Why is the historic Ermenegildo Zegna going public after 111 years? The Italian fashion brand will list shares on the New York Stock Exchange in a US$3.2 billion SPAC deal
Ermenegildo Zegna is listing its shares via a US$3.2 billion deal with a blank-check company, letting the Italian fashion house join other luxury brands tapping investor cash while keeping the founding family in control.
Zegna said Monday, July 11, that it will raise US$880 million by combining with Investindustrial Acquisition Corporation, a special-purpose acquisition company whose chairman is Sergio Ermotti, former chief executive officer of UBS Group AG. The Zegna family will control 62 per cent of the combined entity and the shares will trade on the New York Stock Exchange.
“The timing is perfect, the luxury business is getting very challenging,” Gildo Zegna, CEO and grandson of the founder, said on a call with reporters. “This will create new opportunities in the future,” with the backing of “supportive partners”.
Listing in the US will also provide Zegna more visibility, Andrea Bonomi, the founder of Investindustrial, said on the call. The investment company will own an 11 per cent stake, while the remaining 27 per cent will be traded on the market.
Originally founded as a fabric maker in 1910 by Ermenegildo Zegna in Trivero, Italy, the company went on to become a well-known luxury menswear brand under the third and fourth generations of the Zegna family.
In 2018, Zegna bought Thom Browne as it sought to attract a younger customer base and add womenswear. The label’s revenue has doubled since the acquisition. Zegna said the brand will continue to invest as it aims to become the leader in menswear. The priority will be to grow organically, especially in digital marketing. Last month, Zegna struck a partnership with Prada SPA to invest in a cashmere maker in Italy as luxury companies seek to better control their supply chain.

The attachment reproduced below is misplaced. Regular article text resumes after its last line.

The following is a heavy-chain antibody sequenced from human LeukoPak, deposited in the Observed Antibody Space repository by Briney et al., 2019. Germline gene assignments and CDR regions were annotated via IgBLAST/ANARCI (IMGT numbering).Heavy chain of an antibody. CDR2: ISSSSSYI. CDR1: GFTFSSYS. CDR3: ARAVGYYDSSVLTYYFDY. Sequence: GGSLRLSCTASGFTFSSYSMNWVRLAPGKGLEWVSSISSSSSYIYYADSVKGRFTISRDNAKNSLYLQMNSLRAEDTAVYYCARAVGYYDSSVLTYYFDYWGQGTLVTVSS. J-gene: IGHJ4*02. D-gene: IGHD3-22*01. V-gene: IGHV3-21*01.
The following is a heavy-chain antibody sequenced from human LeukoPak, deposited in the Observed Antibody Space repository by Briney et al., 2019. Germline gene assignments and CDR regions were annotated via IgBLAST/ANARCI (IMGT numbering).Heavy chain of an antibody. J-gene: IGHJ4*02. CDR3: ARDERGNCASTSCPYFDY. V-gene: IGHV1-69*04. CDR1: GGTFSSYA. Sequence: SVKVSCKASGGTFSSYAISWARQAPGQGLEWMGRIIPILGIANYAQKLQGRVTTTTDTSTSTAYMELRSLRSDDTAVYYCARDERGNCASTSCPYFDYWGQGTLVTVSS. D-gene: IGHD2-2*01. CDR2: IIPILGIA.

CEO Zegna said that last year was the most challenging of his career. The company had to slash operating costs by 20 per cent, an unprecedented move. Still, Zegna maintained spending on operations in China, a key market for luxury. While some regions such as Singapore are still affected by the pandemic, Dubai has been booming, he added.
Zegna operates 296 stores in 80 countries and expects sales this year to recover to the level of 2019.
Zegna said it doesn’t intend to be a consolidator of Italian luxury brands the way rival groups LVMH or Gucci owner Kering SA have become. “We don’t have the ambition to be a conglomerate,” he said.
- CEO Gildo Zegna says the maison doesn’t have the ‘ambition to be a conglomerate’ like Gucci owner Kering, despite buying Thom Browne in 2018
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